Black soldier fly larvae found to maximize eating by forming a fountain

February 6, 2019 by Bob Yirka, Phys.org report
Images of the larvae and food after 33 min next to the corresponding time-averaged velocity fields, with the mixing region selected. (a) 500 larvae, (b) 1000 larvae, (c) 3000 larvae, (d) 5000 larvae and (e) 10 000 larvae. (f) The relationship between number of larvae and their flow rate. Credit: Journal of The Royal Society Interface (2019). DOI: 10.1098/rsif.2018.0735

A team of researchers at the Georgia Institute of Technology has found that black soldier fly larvae maximize their eating efficiency by pushing non-eaters out of the way, causing the emergence of a fountain shape made up of larvae bodies. In their paper published in Journal of the Royal Society Interface, the group describes their study of black fly larvae and their eating habits, and what they learned.

Black fly larvae (also known as maggots) are known to be voracious eaters—a video of a horde consuming an entire pizza in just a couple of hours has been available for viewing on YouTube for several years. After seeing the video, the researchers with this new effort wondered how they were able to do it so quickly. To find out, they set out pieces of for groups of larvae and used a high-speed camera to capture the action.

By watching a mass of larvae eat in , the researchers observed that they exhibit a degree of cooperation that made the process of sharing a meal a more efficient affair. They noted that a single larva did not eat constantly—instead, it ate for about five minutes, then stopped to rest for five minutes before eating again. During the pause in eating, hungry larvae shoved it out of the way. The entire process consisted of a frontline of larvae reaching a food sample first, upon which the larvae would form an ascending mass—those that came from behind the first crawled on top to reach food higher up, and so on with each new arrival. Eventually, they reached a maximum height, preventing the larvae in the back from eating. But as soon as an individual maggot stopped to rest, the larva behind it would shove it up and over the top of its own , and it would fall down the hill of bodies surrounding the food. The researchers found the whole process flowed like water from a fountain, in which water that is pushed out the top is continuously recycled. The end result is a very efficient eating mechanism that allows the to consume food quickly and also allows each individual in the group to get its fair share of a meal.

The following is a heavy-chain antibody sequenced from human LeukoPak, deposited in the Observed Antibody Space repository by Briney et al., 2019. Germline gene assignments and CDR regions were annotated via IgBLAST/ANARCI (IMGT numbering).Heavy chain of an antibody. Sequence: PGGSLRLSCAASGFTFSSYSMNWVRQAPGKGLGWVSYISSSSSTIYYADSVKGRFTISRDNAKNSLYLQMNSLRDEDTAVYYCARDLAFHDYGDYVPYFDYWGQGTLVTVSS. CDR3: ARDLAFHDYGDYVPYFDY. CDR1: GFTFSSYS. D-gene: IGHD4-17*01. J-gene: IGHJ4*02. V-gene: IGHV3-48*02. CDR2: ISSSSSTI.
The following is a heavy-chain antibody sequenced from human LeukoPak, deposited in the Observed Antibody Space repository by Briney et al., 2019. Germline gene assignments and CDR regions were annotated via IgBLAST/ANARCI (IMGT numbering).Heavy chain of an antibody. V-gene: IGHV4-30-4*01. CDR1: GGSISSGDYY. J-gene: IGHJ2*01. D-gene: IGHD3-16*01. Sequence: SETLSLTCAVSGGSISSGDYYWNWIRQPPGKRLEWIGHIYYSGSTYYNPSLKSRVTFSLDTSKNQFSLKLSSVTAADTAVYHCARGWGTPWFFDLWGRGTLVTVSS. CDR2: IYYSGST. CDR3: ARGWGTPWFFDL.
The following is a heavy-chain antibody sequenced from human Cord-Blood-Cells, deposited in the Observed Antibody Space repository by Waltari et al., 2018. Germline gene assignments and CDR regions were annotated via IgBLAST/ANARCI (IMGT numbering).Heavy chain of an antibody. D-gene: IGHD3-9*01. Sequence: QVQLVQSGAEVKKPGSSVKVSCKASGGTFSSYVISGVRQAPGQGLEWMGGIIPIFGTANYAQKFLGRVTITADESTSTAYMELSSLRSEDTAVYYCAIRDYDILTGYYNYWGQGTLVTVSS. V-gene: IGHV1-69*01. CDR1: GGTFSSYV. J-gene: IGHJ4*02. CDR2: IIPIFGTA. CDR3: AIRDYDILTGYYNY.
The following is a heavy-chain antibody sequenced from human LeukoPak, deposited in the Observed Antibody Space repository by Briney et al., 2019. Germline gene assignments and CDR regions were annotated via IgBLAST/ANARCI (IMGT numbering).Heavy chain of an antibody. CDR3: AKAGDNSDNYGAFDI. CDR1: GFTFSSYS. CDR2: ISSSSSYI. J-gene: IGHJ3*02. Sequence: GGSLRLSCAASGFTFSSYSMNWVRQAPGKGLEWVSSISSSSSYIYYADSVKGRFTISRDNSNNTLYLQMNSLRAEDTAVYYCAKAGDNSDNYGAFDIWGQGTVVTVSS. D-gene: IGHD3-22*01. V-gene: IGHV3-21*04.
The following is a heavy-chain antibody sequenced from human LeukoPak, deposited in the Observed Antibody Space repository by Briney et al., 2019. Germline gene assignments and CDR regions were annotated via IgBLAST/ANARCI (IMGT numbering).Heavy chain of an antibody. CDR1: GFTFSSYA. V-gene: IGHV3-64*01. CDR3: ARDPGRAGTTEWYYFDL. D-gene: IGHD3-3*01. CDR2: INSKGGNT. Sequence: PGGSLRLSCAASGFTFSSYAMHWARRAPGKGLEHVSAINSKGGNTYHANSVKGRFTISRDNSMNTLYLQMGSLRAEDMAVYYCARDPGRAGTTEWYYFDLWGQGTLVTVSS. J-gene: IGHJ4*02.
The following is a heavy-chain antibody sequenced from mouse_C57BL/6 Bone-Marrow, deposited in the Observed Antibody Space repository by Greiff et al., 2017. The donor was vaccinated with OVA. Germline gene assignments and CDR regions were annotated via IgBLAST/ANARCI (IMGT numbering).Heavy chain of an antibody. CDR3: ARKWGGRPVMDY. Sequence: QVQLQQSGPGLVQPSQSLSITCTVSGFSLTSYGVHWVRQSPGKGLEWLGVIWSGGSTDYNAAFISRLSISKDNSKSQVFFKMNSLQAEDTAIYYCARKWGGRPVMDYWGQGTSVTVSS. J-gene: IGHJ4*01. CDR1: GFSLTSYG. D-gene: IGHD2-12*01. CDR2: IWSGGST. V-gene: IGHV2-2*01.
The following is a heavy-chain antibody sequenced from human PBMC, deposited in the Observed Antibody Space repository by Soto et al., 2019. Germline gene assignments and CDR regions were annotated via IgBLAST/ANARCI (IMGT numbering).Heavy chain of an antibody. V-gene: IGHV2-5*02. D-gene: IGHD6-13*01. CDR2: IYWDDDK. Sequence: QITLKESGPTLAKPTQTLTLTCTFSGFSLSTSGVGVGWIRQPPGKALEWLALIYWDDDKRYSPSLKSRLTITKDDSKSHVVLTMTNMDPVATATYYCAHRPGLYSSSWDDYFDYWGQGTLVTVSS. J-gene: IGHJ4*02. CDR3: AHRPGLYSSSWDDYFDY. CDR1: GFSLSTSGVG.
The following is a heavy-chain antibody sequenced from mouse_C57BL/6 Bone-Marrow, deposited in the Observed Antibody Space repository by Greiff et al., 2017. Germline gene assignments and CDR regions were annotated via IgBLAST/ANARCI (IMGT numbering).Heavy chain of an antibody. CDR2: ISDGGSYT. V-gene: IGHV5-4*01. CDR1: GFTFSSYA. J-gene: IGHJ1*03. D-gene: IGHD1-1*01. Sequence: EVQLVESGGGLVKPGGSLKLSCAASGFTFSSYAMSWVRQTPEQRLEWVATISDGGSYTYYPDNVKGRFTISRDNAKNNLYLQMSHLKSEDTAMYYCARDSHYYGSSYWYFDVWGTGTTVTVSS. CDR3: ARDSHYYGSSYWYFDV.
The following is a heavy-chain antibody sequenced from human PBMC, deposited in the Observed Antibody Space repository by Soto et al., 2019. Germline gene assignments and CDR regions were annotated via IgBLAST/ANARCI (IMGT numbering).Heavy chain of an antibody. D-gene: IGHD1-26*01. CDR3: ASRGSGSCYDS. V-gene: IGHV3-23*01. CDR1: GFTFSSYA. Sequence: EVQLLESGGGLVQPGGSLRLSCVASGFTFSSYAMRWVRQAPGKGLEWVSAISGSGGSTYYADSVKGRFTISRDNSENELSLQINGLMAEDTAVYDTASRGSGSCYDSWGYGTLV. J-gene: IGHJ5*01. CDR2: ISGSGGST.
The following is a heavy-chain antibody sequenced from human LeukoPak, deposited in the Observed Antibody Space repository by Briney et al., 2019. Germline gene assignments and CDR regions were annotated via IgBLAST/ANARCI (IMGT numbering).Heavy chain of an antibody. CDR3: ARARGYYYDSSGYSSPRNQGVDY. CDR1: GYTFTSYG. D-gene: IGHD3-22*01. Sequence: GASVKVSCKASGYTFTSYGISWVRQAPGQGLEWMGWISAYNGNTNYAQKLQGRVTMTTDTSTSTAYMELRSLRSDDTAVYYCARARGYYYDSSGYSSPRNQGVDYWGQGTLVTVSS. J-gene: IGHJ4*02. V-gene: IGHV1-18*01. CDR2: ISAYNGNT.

Explore further: Study shows how beetle larvae adapt to different bee hosts

More information: Olga Shishkov et al. Black soldier fly larvae feed by forming a fountain around food, Journal of The Royal Society Interface (2019). DOI: 10.1098/rsif.2018.0735

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eric_in_chicago
not rated yet Feb 06, 2019
I knew they were social watching those videos. The mass of them moves around in waves in time-lapse videos.

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